The bad news is now an unending scream. From the newspapers, the television channels, the hushed office talk of layoffs each month—20 people at a time. From home loan rates that reached 13-14% last year and are yet to fully come off. From our investments that are down horribly, and in the pay cuts that some of us have had to digest. And the anticipation that increment time March brings is muted. The question all of us wish we had the answer to: How much worse can it get and should we really be worried in India?
While most news that we read and view is macro in nature—inflation numbers, gross domestic product (GDP) growth numbers, deficit data and market index movements—the “me and you” is often missing from it. So we’re left with this nudging unease. And the thought is pushed out. For the next breaking news on television or the newspaper the next morning. Understanding the macro and viewing our finances in the context of those of the country and seeing how deeply we are linked with wider events may not help ease the pressure, but can make us feel more in control. Three macro terms currently being tossed around—fiscal deficit, revenue deficit and GDP slowdown—actually do affect our money lives. Always a good idea to decode what affects us.
A revenue deficit is just like the credit card debt that you or I run up. It is the money the government borrows to fund current expenditure. So if you are overdrawn on your card for money spent on an electronic gadget, a foreign holiday and branded clothes, you are in the same situation as the government that has 4% of GDP as revenue deficit. Would you have worried a year-and-a-half back about this card debt? No, as a nation we were confident of our ability to not only continue earning what we did, but incrementally increase that year-on-year (y-o-y) for the rest of our lives. Hence the splurge.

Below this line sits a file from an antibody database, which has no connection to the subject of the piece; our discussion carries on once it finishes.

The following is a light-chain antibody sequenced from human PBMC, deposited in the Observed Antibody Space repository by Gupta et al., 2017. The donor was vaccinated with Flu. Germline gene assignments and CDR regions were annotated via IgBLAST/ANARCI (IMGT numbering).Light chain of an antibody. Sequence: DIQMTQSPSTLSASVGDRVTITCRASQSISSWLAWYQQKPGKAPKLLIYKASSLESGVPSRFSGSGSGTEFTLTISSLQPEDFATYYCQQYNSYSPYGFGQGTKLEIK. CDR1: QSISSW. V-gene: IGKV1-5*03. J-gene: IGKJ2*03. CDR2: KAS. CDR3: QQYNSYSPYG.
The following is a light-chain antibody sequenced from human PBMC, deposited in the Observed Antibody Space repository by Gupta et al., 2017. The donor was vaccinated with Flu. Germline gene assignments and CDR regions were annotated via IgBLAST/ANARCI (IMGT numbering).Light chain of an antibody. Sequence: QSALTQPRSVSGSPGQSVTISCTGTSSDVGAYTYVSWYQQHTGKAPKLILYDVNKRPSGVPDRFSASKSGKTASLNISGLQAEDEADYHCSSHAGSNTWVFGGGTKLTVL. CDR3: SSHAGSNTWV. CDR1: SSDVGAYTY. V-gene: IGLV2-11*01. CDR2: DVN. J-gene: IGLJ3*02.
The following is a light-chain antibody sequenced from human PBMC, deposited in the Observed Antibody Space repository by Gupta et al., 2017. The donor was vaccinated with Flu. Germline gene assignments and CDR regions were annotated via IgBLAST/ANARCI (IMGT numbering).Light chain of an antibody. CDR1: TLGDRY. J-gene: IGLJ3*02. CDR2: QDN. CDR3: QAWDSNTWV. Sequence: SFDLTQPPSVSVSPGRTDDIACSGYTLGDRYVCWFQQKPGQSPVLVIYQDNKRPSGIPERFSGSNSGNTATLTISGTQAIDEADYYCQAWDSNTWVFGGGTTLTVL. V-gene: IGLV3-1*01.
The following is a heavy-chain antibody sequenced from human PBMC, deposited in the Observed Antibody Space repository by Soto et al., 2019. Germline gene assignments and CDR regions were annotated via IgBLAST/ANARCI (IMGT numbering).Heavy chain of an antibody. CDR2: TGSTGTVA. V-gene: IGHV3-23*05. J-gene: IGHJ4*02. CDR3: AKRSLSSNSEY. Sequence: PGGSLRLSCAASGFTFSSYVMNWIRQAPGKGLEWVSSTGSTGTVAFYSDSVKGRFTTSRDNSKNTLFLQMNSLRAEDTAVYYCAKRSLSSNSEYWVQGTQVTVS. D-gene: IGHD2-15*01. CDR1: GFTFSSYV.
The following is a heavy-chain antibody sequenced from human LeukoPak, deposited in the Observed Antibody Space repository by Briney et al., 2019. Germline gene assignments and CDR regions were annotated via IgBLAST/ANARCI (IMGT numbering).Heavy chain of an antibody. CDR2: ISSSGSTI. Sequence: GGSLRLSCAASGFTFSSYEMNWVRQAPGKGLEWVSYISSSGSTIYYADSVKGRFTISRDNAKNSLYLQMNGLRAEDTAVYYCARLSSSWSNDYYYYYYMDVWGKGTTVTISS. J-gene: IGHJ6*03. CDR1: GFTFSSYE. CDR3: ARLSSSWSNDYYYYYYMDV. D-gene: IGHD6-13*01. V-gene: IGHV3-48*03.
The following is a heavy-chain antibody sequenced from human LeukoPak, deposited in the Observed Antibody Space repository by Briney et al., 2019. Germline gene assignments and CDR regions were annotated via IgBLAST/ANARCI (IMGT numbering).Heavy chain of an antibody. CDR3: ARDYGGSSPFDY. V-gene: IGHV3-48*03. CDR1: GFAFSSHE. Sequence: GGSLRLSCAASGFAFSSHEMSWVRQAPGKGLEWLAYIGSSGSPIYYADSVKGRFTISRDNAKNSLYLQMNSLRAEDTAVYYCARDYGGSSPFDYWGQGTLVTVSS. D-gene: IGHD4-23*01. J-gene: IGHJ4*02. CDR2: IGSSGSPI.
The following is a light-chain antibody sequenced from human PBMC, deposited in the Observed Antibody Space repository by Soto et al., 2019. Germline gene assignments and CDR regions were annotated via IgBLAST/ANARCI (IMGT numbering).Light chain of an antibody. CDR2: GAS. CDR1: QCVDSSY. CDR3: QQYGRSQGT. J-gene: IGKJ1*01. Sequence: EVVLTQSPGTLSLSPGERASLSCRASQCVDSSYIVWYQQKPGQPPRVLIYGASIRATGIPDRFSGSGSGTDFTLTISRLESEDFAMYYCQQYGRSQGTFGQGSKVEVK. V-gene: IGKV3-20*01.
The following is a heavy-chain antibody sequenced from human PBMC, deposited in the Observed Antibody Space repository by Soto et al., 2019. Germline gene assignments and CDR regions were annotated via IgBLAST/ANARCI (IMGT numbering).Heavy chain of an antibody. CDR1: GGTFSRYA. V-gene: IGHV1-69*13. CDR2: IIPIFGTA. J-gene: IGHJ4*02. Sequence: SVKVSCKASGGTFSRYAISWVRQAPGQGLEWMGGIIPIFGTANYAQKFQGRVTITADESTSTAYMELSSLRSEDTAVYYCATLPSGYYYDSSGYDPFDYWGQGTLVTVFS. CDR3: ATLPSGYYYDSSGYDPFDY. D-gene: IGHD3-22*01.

So did the government, thinking that the five-year run, which ended last year, of a 26% y-o-y growth in tax revenues would be sustainable. Well, both made an error. But while we will have to pay or the goons will come calling, the government will finally have to find the money to bridge this deficit. A large gap between income and expenditure makes for an unstable household. The country is no different. And guess who will pay for this? Yes, you, me and our kids, through both direct and indirect taxes, for many many years to come.
So, am I saying that all borrowings are bad? What about that home loan? This is where the fiscal deficit comes in. Borrowing to build an asset that does not depreciate, such as a car or a gadget, is not frowned upon; in fact, the Financial Responsibility and Budget Management Act is happy with a fiscal deficit target of 3% of GDP, if the revenue deficit is zero by 2010. This means that if you have zero credit card debt and no personal loans, it is OK to take a home loan and leverage your future income today to build an asset. But with the real fiscal deficit at around 10% of GDP, with a bulk of it as revenue deficit (credit card debt), there is clearly trouble ahead.
If you are staring at the face of two home loan equated monthly instalments (EMIs), two car EMIs that had built in the next 30% increment, and you are suddenly faced with a salary cut, you know what is happening to India at a macro level. While you will have to cut expenses, sell assets, get the spouse to go to work, the government does not have the option to cut expenses just now or raise income by increasing taxes due to the slowing GDP growth that the International Monetary Fund says will hover around 5%. In fact, to crank up demand, the government is actually increasing its spending and cutting taxes. This it does in the confidence of an option that you or I don’t have, that is the option to print money (monetize the debt). But that will lead to inflation—something the government does not want. The one option open to both us and the government is to sell assets to bridge the gap. That decision is a political one and will have to wait for the next government to get in the saddle.
What is clear is this: there is yet more pain ahead. The pick-me-up drugs are being administered—interest rate cuts, excise and service tax cuts—all to get us to spend more and industry to invest more. It will finally work, but the momentum of growth that India had built up over the past decade is lost. It will take us years to get the flywheel spinning again. Could it have been different? Like the family that conservatively retired debt, did not upgrade lifestyle overnight and built some assets, India could have had a softer landing. But we did not. So, tough times ahead. Watch this space on how to ride the next couple of years.
Monika Halan is a certified financial planner and policy analyst in the area of financial literacy and intermediation.
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